What's in it for you?

Today's employers need talent with practical experience and future-relevant skills. Establishing Work-Integrated Learning opportunities in your workplace will bring you a variety of advantages. From a fresh pair of eyes, to different skill sets and direct access into top talent pipelines, you'll connect with students bringing diverse experiences and knowledge to your organization. 

Beyond technical skills, employers are often interested in assessing a student’s social and emotional skills. Instead of relying exclusively on rating scales to assess critical thinking, communication, or other in-demand social and emotional skills, consider using evidence-based assessment frameworks. An international review of social and emotional skill assessment frameworks has identified the following widely used and accepted psychometric measurement tools:

  • Emotional and social competency inventory (ESCI)
  • Emotional quotient inventory (EQ-I)
  • Mayer-Salovey-Caruso Emotional Intelligence Test (MSCEIT)

For more information on these tools, review the assessment resources section of our strategies document.

It depends on your relationship with the student and how much you achieve in each meeting. Workplace supervisors typically check-in with students once a day, though some find it easier to check in once a week and some meet multiple times per day. Regardless of how often you check in, ensure you give yourself the time to build trust and open lines of communication with students undertaking a placement at your organization.

  • Integrate student self-assessment when appraising performance: Student self-assessments will help ensure that the student feels they have a role to play in the assessment process and provides the employer with a well-rounded perspective of the student’s performance. This involves requesting students to conduct an either written or oral self-evaluation that an employer can review and verify as is appropriate.
  • Integrate feedback from multiple sources: To ensure evaluations of student performance is fair, inclusive, and comprehensive, supervisors are advised to gather the insights of others who have interacted with the student, including employees, managers, and student peers.
  • Conduct regular check-ins: Check-ins during the placement are important for ensuring that students remain on-track and engaged. Frequent check-ins are all the more necessary for remote or e-WIL opportunities that many employers have pivoted to as a result of the COVID-19 pandemic or otherwise.

Learning outcomes should provide detail on what students will achieve, value and/or know by the end of their placement. When developing learning outcomes with students and academic supervisors, keep the following in mind:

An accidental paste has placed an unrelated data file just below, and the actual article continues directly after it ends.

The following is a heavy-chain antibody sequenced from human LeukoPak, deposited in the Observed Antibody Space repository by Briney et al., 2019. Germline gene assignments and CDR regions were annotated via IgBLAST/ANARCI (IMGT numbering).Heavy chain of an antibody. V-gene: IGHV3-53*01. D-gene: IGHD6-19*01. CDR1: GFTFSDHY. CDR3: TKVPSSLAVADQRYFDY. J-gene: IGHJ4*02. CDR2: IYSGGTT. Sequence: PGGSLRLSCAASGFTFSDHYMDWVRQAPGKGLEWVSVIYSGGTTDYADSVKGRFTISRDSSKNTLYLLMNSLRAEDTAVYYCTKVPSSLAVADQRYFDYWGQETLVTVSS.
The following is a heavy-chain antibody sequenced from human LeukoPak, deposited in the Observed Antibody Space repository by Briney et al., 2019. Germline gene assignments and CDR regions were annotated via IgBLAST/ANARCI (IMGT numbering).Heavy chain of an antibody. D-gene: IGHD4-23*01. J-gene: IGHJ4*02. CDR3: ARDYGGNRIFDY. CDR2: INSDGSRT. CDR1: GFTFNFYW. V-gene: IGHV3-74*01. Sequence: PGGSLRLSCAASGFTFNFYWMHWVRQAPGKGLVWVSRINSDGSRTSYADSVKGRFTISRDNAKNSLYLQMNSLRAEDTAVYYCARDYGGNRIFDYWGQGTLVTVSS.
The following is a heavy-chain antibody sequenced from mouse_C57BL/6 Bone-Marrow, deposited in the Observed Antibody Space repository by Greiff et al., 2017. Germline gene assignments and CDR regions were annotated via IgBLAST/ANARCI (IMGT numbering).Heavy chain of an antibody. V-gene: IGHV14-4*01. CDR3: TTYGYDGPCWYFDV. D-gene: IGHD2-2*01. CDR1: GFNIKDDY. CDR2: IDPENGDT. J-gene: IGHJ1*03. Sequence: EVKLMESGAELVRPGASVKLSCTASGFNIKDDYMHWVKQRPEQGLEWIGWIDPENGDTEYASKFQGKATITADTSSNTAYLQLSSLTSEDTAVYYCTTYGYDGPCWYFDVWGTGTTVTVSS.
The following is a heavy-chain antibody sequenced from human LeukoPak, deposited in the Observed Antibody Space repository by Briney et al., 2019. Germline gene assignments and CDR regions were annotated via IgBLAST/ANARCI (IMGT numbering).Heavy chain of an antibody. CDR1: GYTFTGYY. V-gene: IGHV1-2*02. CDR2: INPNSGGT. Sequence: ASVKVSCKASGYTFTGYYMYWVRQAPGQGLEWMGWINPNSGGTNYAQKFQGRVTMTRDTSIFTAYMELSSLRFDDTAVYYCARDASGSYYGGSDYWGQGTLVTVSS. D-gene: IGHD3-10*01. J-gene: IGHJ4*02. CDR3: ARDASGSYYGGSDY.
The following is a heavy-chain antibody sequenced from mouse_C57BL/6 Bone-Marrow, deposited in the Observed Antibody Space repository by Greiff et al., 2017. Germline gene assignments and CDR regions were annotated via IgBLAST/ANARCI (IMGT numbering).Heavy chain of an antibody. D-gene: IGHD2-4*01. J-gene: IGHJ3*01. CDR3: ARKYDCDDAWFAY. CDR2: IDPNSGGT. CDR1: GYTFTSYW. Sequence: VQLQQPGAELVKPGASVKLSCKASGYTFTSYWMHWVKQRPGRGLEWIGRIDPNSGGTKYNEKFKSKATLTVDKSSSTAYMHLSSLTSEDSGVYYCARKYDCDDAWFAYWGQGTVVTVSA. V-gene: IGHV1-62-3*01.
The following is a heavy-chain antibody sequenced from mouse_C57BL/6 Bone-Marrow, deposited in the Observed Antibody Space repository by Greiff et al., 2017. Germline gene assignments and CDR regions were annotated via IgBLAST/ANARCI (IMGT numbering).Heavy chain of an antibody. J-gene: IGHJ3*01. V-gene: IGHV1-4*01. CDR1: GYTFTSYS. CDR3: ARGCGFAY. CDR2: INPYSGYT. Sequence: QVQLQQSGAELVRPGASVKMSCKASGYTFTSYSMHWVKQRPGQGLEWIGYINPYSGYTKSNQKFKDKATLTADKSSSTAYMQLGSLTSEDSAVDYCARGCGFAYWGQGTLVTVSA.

• Learning audience: Who are the learners? What are their learning needs and career goals?
  • Learned behaviors: What will students be able to do at the end of a placement? What will they know about your industry, program of study, and/or career?
  • Context for learning: Where will the learning take place at your organization? What context should be kept in mind when describing learning outcomes?
  • Degree: Realistically, with consideration for the type and length of the WIL placement, how much will students be able to achieve?

Depending on the type of WIL student you are supervising, you may need to consult more-or-less with post-secondary programs and/or provincial/territorial training authorities:

  • If you are supervising post-secondary students undertaking a structured work experience, you should discuss program level learning outcomes and requirements with the student’s academic supervisor.
  • If you are supervising apprentices undertaking on-the-job training, you should review program requirements, tasks, and related learning outcomes for the apprentices under your supervision. You can find out more information about training standards by contacting your provincial/ territorial apprenticeship authority.

The role of the workplace supervisor varies significantly across types of WIL — supervisors of apprentices may have more formalized responsibilities than supervisors of interns, for example. In general, a workplace supervisor is responsible for working alongside the academic supervisor and the student to negotiate the student’s workplan and duties. They typically help with onboarding, while ensuring the student has access to required technical equipment, as well as ongoing supervision and mentorship throughout the placement to contribute to an overall evaluation of the student’s performance.

Assessment in the context of work-integrated learning (WIL) is the process of evaluating student competencies within a professional environment. Assessment is a fundamental part of WIL to ensure students apply academic learning and gain the skills they require to be work-ready.

  • The managing of expectations goes two ways: both the mentor and the mentee should know what to expect from the experience, and from each other.
  • This includes clarity around desired objectives, and the establishment of a plan to meet those objectives, including how progress will be tracked and success will be evaluated.
  • Expectations on the part of the academic and workplace supervisors should also be clarified before the student arrives. Who is responsible for what and when?
  • The sooner these discussions take place, the better. In other words, these conversations should happen at the beginning of a WIL experience.
  • Poor mentorship is worse than no mentorship. Not everyone is cut out to be a mentor. Identify those who have strong human skills (i.e. social and emotional skills), and provide them with the resources they need to be effective.
  • Recognize the success of mentors and reward it accordingly.